I was totally going to rock this parenting thing … and then I had children.
I read all the books on getting my baby on a sleep schedule. I knew what to expect when expecting. But then I had children and realized everyone is a liar, because God gave me the children that are divergent – the ones that all the books call, “the exception to the rule.”
I would have appreciated a book that covers topics like “what to do when your 3-year-old decides to go streaking through the neighbor’s yard,” or “how to keep your child from going all Jedi with a light saber on the Catholic neighbor’s statue of Mary.” I could have used tips on “how to keep your toddler from putting dog poop in his mouth.” That’s what I needed – a parenting book on how to get my children to do what I want them to do. Sadly, this book does not exist. Motherhood doesn’t work that way.
As a parent, we do not need a list on how to do things better; we need a reminder of why we have been given children in the first place. Parenting is for the glory of God. He designed it. It was His plan to place children in families. Yes, parenting is hard, but there is hope.
Hope?! Are you kidding me? How can we have hope when we don’t remember the last time we slept or showered? Where is the hope when remnants from many meals ago are fossilizing on our kitchen floor, Legos have been vomited everywhere, and there is lots and lots of sassiness. Parenting is messy, isn’t it?
Yet our hope lies in the fact that God is in control.
Yes, parenting is hard but there is hope.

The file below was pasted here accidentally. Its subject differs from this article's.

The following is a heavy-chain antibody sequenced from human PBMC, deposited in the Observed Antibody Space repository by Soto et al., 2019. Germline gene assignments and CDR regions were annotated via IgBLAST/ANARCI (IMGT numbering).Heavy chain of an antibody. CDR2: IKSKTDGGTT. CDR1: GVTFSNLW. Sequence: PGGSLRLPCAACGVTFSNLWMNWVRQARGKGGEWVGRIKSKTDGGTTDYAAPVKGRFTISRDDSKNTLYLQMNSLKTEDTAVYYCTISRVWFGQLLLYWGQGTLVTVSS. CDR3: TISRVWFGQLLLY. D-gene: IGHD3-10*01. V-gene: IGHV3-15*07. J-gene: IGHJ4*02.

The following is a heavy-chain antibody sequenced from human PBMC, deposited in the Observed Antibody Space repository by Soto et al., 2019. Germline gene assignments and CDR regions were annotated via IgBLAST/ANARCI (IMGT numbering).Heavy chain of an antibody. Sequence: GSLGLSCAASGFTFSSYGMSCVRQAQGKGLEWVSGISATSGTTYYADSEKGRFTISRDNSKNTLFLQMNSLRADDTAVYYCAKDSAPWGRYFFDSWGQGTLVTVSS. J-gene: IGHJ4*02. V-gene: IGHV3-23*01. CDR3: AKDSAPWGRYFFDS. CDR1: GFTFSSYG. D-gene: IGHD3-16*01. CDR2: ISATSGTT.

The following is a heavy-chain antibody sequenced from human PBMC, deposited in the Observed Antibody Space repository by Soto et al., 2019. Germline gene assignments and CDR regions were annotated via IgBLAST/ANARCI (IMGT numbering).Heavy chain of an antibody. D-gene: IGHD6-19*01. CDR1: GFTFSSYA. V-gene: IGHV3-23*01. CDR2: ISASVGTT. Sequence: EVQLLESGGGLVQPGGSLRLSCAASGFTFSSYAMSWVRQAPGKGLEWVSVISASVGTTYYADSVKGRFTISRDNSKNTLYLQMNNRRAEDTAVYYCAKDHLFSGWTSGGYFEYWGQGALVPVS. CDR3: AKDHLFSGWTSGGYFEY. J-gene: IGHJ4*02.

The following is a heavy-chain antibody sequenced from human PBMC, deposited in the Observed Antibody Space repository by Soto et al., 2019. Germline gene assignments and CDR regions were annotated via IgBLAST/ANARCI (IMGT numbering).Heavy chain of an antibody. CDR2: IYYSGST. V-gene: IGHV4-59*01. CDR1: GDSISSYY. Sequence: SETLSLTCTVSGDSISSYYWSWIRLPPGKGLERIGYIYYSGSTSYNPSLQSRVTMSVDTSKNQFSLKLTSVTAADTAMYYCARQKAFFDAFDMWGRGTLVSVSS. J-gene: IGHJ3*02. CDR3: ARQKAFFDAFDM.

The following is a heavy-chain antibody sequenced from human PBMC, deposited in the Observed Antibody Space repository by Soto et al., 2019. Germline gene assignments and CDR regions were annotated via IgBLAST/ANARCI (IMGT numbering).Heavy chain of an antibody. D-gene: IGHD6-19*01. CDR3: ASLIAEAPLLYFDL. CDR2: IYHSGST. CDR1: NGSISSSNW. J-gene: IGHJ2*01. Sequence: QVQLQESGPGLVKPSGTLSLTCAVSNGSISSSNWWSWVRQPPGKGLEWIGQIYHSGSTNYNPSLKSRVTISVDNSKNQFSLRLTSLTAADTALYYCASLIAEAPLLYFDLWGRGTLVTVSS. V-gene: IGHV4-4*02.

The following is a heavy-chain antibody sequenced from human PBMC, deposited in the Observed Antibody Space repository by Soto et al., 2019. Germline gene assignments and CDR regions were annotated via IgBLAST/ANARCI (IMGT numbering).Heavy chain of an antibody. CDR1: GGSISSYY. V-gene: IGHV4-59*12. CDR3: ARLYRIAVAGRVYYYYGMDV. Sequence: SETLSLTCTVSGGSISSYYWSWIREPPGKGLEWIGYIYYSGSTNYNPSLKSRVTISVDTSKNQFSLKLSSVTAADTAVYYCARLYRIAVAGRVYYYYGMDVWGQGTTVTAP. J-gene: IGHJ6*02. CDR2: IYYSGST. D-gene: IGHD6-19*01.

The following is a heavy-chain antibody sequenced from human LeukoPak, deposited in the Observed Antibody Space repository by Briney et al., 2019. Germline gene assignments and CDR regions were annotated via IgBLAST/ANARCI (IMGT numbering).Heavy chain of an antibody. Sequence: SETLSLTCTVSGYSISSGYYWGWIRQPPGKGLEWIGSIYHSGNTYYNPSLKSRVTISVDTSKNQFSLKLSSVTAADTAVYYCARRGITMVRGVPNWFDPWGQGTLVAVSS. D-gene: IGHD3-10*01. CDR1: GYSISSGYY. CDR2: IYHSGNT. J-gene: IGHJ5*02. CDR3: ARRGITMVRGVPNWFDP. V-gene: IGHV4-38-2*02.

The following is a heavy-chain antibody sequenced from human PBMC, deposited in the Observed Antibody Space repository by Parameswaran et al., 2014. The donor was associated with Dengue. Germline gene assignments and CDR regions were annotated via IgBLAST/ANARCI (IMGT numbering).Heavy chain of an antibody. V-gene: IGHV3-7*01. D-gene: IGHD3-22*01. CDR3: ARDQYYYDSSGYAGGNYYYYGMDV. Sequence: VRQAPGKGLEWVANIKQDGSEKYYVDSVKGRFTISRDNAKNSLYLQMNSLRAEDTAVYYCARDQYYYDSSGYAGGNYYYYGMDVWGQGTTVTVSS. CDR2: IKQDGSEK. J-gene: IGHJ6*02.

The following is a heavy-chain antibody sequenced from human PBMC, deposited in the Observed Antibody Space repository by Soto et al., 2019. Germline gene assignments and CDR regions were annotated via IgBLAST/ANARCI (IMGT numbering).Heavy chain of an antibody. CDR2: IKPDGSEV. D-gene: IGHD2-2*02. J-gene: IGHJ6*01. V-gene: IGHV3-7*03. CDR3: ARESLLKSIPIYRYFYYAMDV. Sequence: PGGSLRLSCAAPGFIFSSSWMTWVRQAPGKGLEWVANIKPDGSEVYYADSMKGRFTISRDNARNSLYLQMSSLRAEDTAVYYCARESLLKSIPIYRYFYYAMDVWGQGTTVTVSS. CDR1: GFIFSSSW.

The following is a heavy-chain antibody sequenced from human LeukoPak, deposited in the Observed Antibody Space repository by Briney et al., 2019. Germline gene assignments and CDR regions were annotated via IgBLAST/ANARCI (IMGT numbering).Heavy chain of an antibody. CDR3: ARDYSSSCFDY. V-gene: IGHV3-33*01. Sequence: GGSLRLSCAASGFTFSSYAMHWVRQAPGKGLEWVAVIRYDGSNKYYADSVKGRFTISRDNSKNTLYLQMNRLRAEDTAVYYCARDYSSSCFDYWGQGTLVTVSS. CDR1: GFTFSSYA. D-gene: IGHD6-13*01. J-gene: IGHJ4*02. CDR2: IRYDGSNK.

Our creator doesn’t make mistakes. Christ will provide us all we need to parent these divergent children. After all, aren’t we all divergent?
Remember, God is the only perfect parent. He doesn’t expect or need us to be perfect. He simply asks us to teach them what we know, “My child, listen when your father corrects you. Don’t neglect your mother’s instruction. What you learn from them will crown you with grace and be a chain of honor around your neck” (Proverbs 1:8-9).
Our children do not need to see perfect mothering. They need to see parents who are in desperate need of a loving God.
More than anything, our kids need to know that mommy and daddy need Jesus just as much as they do.
I am constantly asking my children to forgive me for the ways I have hurt them. I intentionally show them that mommy doesn’t have it all together. They need to know that God is teaching mommy, so mommy can teach them. It’s not all the theories, books, or unrealistic expectations; it’s understanding this – that God is in control of me and my kids – that’s what makes me really rock this parenting thing.